Information for Proposed Pipeline or Power Line Projects that Involve a Hearing
Revised September 2016
The Role of the National Energy Board
The National Energy Board (NEB or Board) is an independent federal regulator established to promote safety and security, environmental protection, and economic efficiency in the Canadian public interest. We regulate pipelines, international power lines, energy development and trade. The Board reports to Parliament through the Minister of Natural Resources.
Before a company can develop a pipeline or power line that crosses provincial or international borders, it must apply to the Board. For most projects that involve a hearing, the Board examines whether the project is in the public interest, and then provides a report to the federal government recommending whether the project should proceed and what conditions should be attached to any approval. The federal government reviews the Board’s recommendations and decides whether or not to approve the project. If the project is approved, the Board issues a certificate authorizing the project to proceed.
The Company’s Consultation Program for Large Scale Projects
For large scale projects, the Board requires companies to conduct a consultation program with all individuals, groups and agencies that may be affected by the project. The consultation program should be initiated early in the planning and design phases of the project, and should provide information about the project, its potential impacts and benefits. Potentially affected groups and individuals must be given opportunities to raise their concerns about the project and have them considered by the company.
The company’s consultation program should continue throughout the planning and design phases of the project, the regulatory review phase and - if the project is approved - during construction, operation and abandonment. The Board expects the company to respond to any concerns it might receive through the life of the project.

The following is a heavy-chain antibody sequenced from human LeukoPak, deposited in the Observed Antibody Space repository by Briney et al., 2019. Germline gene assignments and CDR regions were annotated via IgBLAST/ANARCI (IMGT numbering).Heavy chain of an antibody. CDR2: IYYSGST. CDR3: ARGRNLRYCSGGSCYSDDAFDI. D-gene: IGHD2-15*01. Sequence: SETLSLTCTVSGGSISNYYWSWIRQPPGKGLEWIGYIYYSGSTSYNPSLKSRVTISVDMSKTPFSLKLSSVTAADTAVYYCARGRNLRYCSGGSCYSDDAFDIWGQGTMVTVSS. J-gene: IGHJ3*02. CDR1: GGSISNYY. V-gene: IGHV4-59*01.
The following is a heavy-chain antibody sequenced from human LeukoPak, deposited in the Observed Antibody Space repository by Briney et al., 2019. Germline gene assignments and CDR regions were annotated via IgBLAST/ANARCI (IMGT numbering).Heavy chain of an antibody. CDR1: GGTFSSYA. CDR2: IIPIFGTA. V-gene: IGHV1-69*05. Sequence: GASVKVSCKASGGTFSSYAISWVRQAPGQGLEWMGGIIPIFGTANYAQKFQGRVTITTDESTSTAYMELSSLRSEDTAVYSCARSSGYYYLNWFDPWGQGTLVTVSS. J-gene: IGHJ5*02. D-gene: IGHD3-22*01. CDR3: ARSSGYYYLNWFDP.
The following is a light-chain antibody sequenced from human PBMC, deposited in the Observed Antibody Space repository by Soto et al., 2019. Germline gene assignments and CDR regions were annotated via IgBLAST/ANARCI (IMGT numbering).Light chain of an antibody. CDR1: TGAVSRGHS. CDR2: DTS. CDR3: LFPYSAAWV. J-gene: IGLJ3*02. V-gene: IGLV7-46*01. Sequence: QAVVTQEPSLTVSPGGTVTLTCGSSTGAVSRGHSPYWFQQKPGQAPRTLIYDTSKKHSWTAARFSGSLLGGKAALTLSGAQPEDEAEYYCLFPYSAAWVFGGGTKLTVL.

Anyone who has concerns about a project should discuss them with the company first. You are encouraged to learn about the project by attending open houses and information sessions put on by the company, contacting their representatives for information, reading the material that is sent to you, and viewing the company’s website.
Once an application is received from a company, the NEB will send out a notice about the hearing and next steps. It may also include information about the process for applying to participate and what methods of participation will be available (such as Intervenor or Commenter). This notice may be called a Hearing Order. You may see this notice in your local newspaper or receive a copy in the mail. It will also be available on the Board’s website.
A hearing may have an in-person (oral) part but always has a written part where parties to the hearing can file evidence and ask questions. For hearings on large scale projects, you will need to apply to participate and demonstrate that your participation will assist the Board in its review of the application. To participate in a hearing, you must either be directly affected or have relevant information or expertise. The Board is required to hear from persons who are directly affected, and may hear from persons who have relevant information or expertise.
The Board is committed to fostering the full recognition and use of both English and French in Canadian society. During a hearing, you can participate in the official language of your choice. The Board provides services and public communications in both of Canada’s official languages and you can communicate with the NEB in your official language of choice. The Board’s bilingual staff are also ready to assist you.
Use this Pamphlet for
This pamphlet outlines the general information and process for applications that will involve a hearing, such as the construction and operation of pipelines that are more than 40 kilometers long, some international power lines and certain other physical projects.
For Further Information
- Project-specific information (such as the Hearing Order) may be found by clicking on the name of the project on the right hand side of the NEB’s homepage at www.neb-one.gc.ca
- Details about the NEB hearing process may be found in the publication titled National Energy Board - Hearing Process Handbook
- Landowner information may be found in the publication National Energy Board – Landowner Guide
For copies of any NEB publication or for more information, contact us:
- Online: www.neb-one.gc.ca
- Email: email@example.com
- Toll free: 1-800-899-1265
- Write us or visit our library at:
National Energy Board
Suite 210, 517 Tenth Avenue SW
Calgary, Alberta T2R 0A8
- Date modified: